Interest on Income Tax Section 234 A, B & C By Ankita Bansal


 Interest on Income Tax Section 234 A, B & C By Ankita Bansal



CA. Ankita Bansal




The Indian Income Tax Act, one of the most extensive tax laws in the world, has always been burdensome in terms of compliances. A taxpayer in India needs to comply with various disclosure requirements and their timelines. The law has also created various provisions to punish the late tax payers and filers. In particular, it enforces three types of interest which are to be paid in addition to the income tax liability by defaulting taxpayer.

While it is very difficult to rule out the interests payments completely, however, it can be effectively planned out so as to enable a taxpayer to reduce their tax burden over and above 30% tax slabs and surcharges.

This article attempts to explain these interests in detail and chalk out some ways to reduce interest burden of taxpayers. It also highlights some important judgements related to the matter.


Interest u/s 234A = Outstanding tax * 1% * No. of months of delay in filing


 Interest due to LATE DEPOSIT OF TAX

Interest u/s 234B = Outstanding tax * 1% * No. of months of delay in payment

This interest is levied as a penalty for late filing of income tax return. This interest is levied for every month or part of the month after the due date of filing return. This return is in addition to penalty under section 234F. Thus, the act punishes the taxpayer for late filing of return in dual manner.

It is charged only on the amount of income tax outstanding as on the date of payment. As per the famous judgement of CIT v/s Pranoy Roy, the Supreme Court ruled out that interest u/s 234A cannot be levied on the amount of self-assessment tax already deposited by taxpayer.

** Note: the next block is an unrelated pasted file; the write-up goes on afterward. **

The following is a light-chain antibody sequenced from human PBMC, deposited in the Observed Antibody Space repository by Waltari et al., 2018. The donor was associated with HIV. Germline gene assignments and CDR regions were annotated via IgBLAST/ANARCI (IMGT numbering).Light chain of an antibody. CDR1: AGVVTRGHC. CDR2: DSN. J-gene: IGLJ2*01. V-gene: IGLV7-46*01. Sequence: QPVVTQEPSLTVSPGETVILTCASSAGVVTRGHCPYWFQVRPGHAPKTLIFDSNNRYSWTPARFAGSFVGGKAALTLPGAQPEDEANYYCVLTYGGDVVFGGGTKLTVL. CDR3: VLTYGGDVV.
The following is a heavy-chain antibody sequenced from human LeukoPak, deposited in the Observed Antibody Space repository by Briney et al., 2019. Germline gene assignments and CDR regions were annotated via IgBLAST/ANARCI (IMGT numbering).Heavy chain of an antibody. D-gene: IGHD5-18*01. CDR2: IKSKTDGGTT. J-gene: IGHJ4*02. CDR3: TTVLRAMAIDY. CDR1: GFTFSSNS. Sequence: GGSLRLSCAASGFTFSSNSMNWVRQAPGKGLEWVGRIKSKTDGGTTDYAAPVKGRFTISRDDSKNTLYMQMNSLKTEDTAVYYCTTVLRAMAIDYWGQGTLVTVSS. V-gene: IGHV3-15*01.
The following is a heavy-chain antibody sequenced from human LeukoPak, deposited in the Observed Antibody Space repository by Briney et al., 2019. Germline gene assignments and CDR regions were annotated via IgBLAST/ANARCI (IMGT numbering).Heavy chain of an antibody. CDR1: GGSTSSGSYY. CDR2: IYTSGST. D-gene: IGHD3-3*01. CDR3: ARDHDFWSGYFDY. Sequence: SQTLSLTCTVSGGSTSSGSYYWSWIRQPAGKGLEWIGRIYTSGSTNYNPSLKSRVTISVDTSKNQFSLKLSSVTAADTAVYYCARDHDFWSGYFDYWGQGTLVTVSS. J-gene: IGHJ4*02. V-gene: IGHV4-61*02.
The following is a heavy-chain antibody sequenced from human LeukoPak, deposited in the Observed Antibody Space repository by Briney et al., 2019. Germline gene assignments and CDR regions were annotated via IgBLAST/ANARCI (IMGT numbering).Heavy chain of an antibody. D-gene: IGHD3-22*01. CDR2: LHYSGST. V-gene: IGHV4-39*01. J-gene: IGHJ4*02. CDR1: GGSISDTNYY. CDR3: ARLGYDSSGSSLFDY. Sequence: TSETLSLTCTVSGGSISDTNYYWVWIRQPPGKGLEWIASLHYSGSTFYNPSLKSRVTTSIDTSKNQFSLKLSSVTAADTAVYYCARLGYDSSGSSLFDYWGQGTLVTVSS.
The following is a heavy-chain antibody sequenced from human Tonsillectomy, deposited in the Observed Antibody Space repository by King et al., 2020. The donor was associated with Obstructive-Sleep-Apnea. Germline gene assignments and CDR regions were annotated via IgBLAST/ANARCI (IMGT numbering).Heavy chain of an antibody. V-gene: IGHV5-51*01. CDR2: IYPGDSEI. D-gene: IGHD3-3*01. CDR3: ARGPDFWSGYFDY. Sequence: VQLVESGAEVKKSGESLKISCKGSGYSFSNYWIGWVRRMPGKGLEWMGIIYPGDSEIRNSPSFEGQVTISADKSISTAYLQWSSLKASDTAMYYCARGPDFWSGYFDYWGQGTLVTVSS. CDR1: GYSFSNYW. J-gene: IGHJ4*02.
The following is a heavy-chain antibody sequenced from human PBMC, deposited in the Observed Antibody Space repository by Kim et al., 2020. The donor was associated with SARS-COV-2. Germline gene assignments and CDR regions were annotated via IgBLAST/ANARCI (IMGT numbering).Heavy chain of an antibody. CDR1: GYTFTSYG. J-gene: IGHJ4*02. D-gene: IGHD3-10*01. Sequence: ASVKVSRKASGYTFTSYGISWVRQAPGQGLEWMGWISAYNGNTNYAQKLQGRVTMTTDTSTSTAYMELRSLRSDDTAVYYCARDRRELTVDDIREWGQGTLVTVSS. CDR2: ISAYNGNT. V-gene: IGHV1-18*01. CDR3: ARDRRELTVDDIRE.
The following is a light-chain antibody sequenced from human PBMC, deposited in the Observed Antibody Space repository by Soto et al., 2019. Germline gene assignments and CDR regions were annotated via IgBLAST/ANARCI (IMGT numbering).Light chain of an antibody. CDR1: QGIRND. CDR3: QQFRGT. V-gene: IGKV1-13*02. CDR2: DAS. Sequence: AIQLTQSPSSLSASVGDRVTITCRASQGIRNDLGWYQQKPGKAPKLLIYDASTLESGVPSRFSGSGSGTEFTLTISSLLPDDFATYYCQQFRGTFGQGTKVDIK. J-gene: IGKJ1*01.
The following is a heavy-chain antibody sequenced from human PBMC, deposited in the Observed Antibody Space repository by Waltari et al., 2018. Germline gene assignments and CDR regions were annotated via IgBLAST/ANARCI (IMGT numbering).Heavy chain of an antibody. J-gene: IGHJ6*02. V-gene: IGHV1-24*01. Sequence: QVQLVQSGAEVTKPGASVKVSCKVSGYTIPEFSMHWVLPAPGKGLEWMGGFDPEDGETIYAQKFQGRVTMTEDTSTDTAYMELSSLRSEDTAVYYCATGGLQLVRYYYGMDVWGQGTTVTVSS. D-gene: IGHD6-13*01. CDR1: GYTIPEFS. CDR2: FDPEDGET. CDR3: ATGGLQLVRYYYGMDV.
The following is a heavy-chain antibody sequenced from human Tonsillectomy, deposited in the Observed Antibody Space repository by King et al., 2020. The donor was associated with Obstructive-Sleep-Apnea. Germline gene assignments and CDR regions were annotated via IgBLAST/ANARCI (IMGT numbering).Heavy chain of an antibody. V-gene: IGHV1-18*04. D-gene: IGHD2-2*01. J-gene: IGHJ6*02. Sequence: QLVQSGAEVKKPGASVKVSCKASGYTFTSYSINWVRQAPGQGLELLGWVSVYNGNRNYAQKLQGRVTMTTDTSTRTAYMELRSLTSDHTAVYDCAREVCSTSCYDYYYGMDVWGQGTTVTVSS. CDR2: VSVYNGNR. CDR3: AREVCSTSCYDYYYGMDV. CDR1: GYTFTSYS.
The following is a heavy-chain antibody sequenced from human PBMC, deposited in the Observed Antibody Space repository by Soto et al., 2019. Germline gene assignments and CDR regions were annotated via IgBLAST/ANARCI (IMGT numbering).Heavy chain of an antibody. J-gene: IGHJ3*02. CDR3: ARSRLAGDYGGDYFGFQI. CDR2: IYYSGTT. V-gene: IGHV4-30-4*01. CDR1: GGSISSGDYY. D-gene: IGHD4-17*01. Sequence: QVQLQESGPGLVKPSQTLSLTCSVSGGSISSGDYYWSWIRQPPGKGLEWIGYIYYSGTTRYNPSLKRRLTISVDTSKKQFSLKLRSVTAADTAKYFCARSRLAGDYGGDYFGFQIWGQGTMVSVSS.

This interest is levied as a compensation for late payment of tax to government after financial year end. It commences from the month of April and extends till the month in which tax is actually deposited. Any part of the month is rounded off as one.

However, no payment of this interest is required if tax already deposited exceeds 90% of total tax liability.



Interest u/s 234B = Outstanding tax * 1% * 3 months/ 1 month

Every person whose total tax liability for a financial year exceeds Rs. 10,000 is liable to deposit instalments of advance tax. These instalments are calculated on the basis of total tax liability and if TDS already deducted exceeds the required amount of instalments, then no payment shall be required.

Any short payment of advance tax instalments attracts interest for a period of 3 months for a particular instalment. However, for last quarter, interest shall be charged for 1 month only.

In case of incomes like capital gains on sale of immovable properties or shares, it is often difficult to ascertain amounts of such income in advance, therefore, total income for computation of interest is calculated by excluding such gains. Such gains are taken into calculation only in quarter in which they arise.

Some Tips

While the taxes are already burdensome, interests can further add to it. Below are some of the tips to effectively manage interest liability:

  • In case of salaried individuals, TDS is generally deducted by employer on whole of the salary income. However, for other incomes like FD Interest, TDS is generally deducted @ 10% which is less than the slab rate. Therefore, it is important to deposit tax on such incomes in advance.
  • Filing of income tax return and deposit of tax are two separate events in income tax. While whole of the tax liability should be deposited at financial year end, return filing can be deferred till its respective due date.
  • For incomes like capital gains, advance tax should be deposited in the quarter in which such income arises.
  • In general, any delay in filing of returns beyond due date should be avoided so as to save interest under section 234 B and 234C and penalty upto Rs. 10,000 under section 234F.